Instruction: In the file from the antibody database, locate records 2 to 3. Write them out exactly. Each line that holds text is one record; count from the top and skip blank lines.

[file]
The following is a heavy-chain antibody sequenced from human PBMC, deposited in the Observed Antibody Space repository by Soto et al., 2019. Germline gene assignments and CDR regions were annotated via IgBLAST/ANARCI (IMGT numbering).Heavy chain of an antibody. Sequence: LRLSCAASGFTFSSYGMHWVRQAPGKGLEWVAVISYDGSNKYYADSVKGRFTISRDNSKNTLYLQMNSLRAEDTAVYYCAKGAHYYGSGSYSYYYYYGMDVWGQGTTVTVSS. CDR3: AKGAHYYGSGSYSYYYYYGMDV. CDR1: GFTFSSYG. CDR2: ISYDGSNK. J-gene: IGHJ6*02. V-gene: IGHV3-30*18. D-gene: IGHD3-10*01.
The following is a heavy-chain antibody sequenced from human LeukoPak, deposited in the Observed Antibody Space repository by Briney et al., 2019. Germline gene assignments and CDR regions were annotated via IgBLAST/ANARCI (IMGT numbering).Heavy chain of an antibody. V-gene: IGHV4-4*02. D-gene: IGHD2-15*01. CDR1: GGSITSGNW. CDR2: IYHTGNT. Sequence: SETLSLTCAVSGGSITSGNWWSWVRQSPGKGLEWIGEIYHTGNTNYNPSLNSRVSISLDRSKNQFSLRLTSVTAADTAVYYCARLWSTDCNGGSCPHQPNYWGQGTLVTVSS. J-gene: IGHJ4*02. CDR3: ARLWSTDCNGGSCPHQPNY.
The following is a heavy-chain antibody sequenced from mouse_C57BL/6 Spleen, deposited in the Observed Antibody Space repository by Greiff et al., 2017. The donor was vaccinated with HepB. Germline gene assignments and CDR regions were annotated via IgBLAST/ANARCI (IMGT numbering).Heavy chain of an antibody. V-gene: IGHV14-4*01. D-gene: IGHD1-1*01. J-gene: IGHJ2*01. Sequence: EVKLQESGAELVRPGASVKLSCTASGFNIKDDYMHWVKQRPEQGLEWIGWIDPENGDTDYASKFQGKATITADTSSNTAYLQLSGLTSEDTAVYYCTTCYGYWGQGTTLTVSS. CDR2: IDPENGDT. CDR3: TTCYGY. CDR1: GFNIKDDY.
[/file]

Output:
The following is a heavy-chain antibody sequenced from human LeukoPak, deposited in the Observed Antibody Space repository by Briney et al., 2019. Germline gene assignments and CDR regions were annotated via IgBLAST/ANARCI (IMGT numbering).Heavy chain of an antibody. V-gene: IGHV4-4*02. D-gene: IGHD2-15*01. CDR1: GGSITSGNW. CDR2: IYHTGNT. Sequence: SETLSLTCAVSGGSITSGNWWSWVRQSPGKGLEWIGEIYHTGNTNYNPSLNSRVSISLDRSKNQFSLRLTSVTAADTAVYYCARLWSTDCNGGSCPHQPNYWGQGTLVTVSS. J-gene: IGHJ4*02. CDR3: ARLWSTDCNGGSCPHQPNY.
The following is a heavy-chain antibody sequenced from mouse_C57BL/6 Spleen, deposited in the Observed Antibody Space repository by Greiff et al., 2017. The donor was vaccinated with HepB. Germline gene assignments and CDR regions were annotated via IgBLAST/ANARCI (IMGT numbering).Heavy chain of an antibody. V-gene: IGHV14-4*01. D-gene: IGHD1-1*01. J-gene: IGHJ2*01. Sequence: EVKLQESGAELVRPGASVKLSCTASGFNIKDDYMHWVKQRPEQGLEWIGWIDPENGDTDYASKFQGKATITADTSSNTAYLQLSGLTSEDTAVYYCTTCYGYWGQGTTLTVSS. CDR2: IDPENGDT. CDR3: TTCYGY. CDR1: GFNIKDDY.